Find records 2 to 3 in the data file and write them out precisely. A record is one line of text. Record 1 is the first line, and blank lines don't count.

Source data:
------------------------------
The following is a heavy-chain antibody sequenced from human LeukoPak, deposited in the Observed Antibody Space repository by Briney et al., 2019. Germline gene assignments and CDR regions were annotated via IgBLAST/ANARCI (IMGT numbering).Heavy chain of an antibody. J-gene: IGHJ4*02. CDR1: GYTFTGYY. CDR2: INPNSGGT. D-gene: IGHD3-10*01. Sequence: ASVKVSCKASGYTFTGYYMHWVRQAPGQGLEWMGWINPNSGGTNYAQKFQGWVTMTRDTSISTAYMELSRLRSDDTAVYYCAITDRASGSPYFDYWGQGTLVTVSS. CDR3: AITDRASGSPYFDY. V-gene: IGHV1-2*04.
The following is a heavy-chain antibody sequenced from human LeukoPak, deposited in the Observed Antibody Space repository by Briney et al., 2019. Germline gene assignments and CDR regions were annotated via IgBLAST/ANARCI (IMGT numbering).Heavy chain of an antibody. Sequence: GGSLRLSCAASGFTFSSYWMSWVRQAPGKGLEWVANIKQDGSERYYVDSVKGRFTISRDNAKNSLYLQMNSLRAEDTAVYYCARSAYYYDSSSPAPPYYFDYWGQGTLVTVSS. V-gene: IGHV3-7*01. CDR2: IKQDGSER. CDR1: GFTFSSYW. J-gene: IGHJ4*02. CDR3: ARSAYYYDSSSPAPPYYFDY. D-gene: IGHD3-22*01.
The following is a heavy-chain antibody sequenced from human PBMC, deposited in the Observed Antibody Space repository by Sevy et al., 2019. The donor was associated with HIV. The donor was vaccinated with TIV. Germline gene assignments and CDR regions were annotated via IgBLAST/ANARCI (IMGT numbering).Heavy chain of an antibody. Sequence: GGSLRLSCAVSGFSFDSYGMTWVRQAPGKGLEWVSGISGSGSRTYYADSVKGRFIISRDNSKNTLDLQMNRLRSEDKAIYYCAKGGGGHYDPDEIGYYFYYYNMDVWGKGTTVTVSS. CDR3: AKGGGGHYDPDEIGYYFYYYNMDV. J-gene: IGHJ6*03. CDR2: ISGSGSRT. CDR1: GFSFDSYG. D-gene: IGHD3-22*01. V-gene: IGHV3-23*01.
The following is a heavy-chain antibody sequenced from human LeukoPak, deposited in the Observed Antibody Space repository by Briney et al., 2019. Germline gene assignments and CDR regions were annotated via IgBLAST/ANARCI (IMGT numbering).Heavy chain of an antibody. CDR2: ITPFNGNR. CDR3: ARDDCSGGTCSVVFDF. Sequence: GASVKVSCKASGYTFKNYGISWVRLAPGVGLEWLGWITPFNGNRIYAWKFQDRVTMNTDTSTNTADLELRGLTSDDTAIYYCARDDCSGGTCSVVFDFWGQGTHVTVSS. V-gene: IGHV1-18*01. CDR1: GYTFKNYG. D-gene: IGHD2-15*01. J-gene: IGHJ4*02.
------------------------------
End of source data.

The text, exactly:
The following is a heavy-chain antibody sequenced from human LeukoPak, deposited in the Observed Antibody Space repository by Briney et al., 2019. Germline gene assignments and CDR regions were annotated via IgBLAST/ANARCI (IMGT numbering).Heavy chain of an antibody. Sequence: GGSLRLSCAASGFTFSSYWMSWVRQAPGKGLEWVANIKQDGSERYYVDSVKGRFTISRDNAKNSLYLQMNSLRAEDTAVYYCARSAYYYDSSSPAPPYYFDYWGQGTLVTVSS. V-gene: IGHV3-7*01. CDR2: IKQDGSER. CDR1: GFTFSSYW. J-gene: IGHJ4*02. CDR3: ARSAYYYDSSSPAPPYYFDY. D-gene: IGHD3-22*01.
The following is a heavy-chain antibody sequenced from human PBMC, deposited in the Observed Antibody Space repository by Sevy et al., 2019. The donor was associated with HIV. The donor was vaccinated with TIV. Germline gene assignments and CDR regions were annotated via IgBLAST/ANARCI (IMGT numbering).Heavy chain of an antibody. Sequence: GGSLRLSCAVSGFSFDSYGMTWVRQAPGKGLEWVSGISGSGSRTYYADSVKGRFIISRDNSKNTLDLQMNRLRSEDKAIYYCAKGGGGHYDPDEIGYYFYYYNMDVWGKGTTVTVSS. CDR3: AKGGGGHYDPDEIGYYFYYYNMDV. J-gene: IGHJ6*03. CDR2: ISGSGSRT. CDR1: GFSFDSYG. D-gene: IGHD3-22*01. V-gene: IGHV3-23*01.